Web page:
Food Stress?!?!

Is it an eating disorder or just normal food stress? That is the question. Many people have a preoccupation with food, but would never consider it an eating disorder. Maybe because it doesn’t fit the diagnostic criteria of an eating disorder. Maybe because it doesn’t seem severe enough. Maybe because this preoccupation or focus on food is just “normal” food stress.

The truth is there is no normal food stress.

Food is not supposed to be complicated or hard or stressful. It is not supposed to be something that fills our days and our thoughts. It is not supposed to make us feel emotionally bad EVER.

Yes there are foods that impact our bodies in certain ways that can give rise to physical symptoms, BUT those are very different from the emotional guilt and stress that surrounds eating certain foods for many people.

Food is our sustenance, nourishment and social connection. It is to be eaten and enjoyed so that we have energy to live; energy to make it through the day; energy to survive.

Along the way, as we have evolved as humans, this fundamental value of what food is has gotten lost. Instead it has been replaced by diet culture. The obsession with thinness and fitness and health and the “right” diet has led to food becoming something that we should scrutinize, avoid, manipulate. It has become something that we use to avoid emotional pain. Over eating, under eating, obsessive healthy eating, eating junk food, thinking about food all of the time; these are all ways that food has become a tool in our lives instead of sustenance.  

Food is no longer seen as the fundamental nourishment that it is.

Instead it has become acceptable to use food as a coping mechanism, a distraction, a place to direct our stress and overwhelm. That can manifest in different obsessions and actions depending on the person.

While it may not be an overt eating disorder – many of us are using food as a tool to help us cope with our lives and what is happening in this. This is creating an entire society with an extremely complicated relationship with food.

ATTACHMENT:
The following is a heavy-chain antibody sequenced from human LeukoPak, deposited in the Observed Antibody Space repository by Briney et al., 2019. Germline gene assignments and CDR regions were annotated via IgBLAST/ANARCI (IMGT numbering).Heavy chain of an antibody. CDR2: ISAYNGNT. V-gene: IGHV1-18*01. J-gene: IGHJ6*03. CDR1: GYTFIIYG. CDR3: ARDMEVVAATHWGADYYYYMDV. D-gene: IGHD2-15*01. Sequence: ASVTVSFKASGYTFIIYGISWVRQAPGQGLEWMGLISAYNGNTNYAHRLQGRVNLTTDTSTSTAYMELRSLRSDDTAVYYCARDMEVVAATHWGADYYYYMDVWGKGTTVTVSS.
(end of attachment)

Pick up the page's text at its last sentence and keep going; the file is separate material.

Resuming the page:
It does not have to be this way.

Part of understanding this complex and emotional relationship we have with food is for each of us to understand what is going on with ourselves. What underneath our day-to-day actions makes us need to use food in the ways that we are. What is safe about thinking about food versus thinking about other things? What does engaging with food offer us amidst the complexity of the world and of our emotions? This is something that all of use can take time to reflect on.

Underneath the preoccupation with food there might be something that we need help and support navigating. You don’t have to have an overt eating disorder to have thoughts, obsessions, guilt, dysfunctions, stress, or just an overall complicated relationship with food. It is the norm these days. But it doesn’t have to be.

Food is not meant to be hard. Remember that when you find food taking over your thoughts. Food is supposed to give you energy instead of taking it away. If you are finding that thinking about or engaging with food is taking more energy than it should – there is always support to help navigate it. Never hesitate to reach out – eating disorder or not. I am here to help you look beyond the food and figure out how to best support and nourish your body both emotionally and physically.

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